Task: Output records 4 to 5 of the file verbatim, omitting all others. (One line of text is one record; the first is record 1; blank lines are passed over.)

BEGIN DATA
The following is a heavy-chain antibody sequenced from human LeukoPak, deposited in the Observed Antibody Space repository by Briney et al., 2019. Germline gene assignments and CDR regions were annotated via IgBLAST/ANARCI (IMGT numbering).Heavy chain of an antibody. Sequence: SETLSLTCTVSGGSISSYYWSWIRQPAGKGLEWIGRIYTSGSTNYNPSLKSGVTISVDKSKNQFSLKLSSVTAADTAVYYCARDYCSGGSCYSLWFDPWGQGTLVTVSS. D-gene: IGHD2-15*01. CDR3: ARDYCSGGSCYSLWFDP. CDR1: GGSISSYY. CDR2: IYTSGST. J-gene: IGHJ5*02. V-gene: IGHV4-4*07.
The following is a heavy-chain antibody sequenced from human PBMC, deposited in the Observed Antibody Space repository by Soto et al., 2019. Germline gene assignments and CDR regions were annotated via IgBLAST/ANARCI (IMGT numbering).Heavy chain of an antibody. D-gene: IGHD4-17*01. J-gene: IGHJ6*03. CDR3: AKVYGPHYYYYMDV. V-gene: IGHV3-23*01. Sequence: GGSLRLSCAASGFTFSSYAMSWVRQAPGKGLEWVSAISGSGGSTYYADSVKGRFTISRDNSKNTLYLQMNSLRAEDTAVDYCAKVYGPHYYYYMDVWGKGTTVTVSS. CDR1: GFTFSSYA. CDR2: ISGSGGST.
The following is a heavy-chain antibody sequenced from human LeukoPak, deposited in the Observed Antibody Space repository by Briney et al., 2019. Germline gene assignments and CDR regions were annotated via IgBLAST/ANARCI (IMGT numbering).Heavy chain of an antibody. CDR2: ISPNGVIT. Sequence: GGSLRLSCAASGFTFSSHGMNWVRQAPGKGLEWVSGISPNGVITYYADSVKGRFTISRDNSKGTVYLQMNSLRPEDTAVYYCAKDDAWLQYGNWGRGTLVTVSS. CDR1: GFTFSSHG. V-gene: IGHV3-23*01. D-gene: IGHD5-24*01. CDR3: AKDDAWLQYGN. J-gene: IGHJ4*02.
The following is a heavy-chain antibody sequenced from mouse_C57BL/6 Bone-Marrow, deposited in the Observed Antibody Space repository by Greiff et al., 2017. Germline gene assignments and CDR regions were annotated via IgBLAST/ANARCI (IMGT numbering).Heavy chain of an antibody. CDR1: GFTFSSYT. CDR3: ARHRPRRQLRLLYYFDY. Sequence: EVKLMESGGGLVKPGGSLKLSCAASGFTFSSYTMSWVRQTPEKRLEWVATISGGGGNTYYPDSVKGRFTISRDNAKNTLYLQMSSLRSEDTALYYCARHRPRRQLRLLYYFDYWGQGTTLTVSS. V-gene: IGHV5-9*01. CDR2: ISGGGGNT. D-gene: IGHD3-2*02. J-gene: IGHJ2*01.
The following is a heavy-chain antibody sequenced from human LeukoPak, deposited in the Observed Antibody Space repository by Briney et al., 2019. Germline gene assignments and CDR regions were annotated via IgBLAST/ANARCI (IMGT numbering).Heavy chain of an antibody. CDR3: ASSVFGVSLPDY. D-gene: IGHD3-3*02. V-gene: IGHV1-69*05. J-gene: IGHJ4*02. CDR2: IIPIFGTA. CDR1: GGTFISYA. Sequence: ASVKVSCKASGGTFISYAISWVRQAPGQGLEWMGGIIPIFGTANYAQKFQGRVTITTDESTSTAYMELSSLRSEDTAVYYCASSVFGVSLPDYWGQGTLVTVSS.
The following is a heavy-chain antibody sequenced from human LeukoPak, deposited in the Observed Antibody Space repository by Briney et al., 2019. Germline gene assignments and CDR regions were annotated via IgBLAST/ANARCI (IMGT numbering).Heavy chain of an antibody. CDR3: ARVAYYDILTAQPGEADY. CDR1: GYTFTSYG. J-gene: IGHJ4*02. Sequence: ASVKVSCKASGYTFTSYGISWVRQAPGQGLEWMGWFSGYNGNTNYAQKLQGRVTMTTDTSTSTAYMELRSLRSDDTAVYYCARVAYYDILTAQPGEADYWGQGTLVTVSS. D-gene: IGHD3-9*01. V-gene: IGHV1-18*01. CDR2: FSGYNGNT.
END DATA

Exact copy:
The following is a heavy-chain antibody sequenced from mouse_C57BL/6 Bone-Marrow, deposited in the Observed Antibody Space repository by Greiff et al., 2017. Germline gene assignments and CDR regions were annotated via IgBLAST/ANARCI (IMGT numbering).Heavy chain of an antibody. CDR1: GFTFSSYT. CDR3: ARHRPRRQLRLLYYFDY. Sequence: EVKLMESGGGLVKPGGSLKLSCAASGFTFSSYTMSWVRQTPEKRLEWVATISGGGGNTYYPDSVKGRFTISRDNAKNTLYLQMSSLRSEDTALYYCARHRPRRQLRLLYYFDYWGQGTTLTVSS. V-gene: IGHV5-9*01. CDR2: ISGGGGNT. D-gene: IGHD3-2*02. J-gene: IGHJ2*01.
The following is a heavy-chain antibody sequenced from human LeukoPak, deposited in the Observed Antibody Space repository by Briney et al., 2019. Germline gene assignments and CDR regions were annotated via IgBLAST/ANARCI (IMGT numbering).Heavy chain of an antibody. CDR3: ASSVFGVSLPDY. D-gene: IGHD3-3*02. V-gene: IGHV1-69*05. J-gene: IGHJ4*02. CDR2: IIPIFGTA. CDR1: GGTFISYA. Sequence: ASVKVSCKASGGTFISYAISWVRQAPGQGLEWMGGIIPIFGTANYAQKFQGRVTITTDESTSTAYMELSSLRSEDTAVYYCASSVFGVSLPDYWGQGTLVTVSS.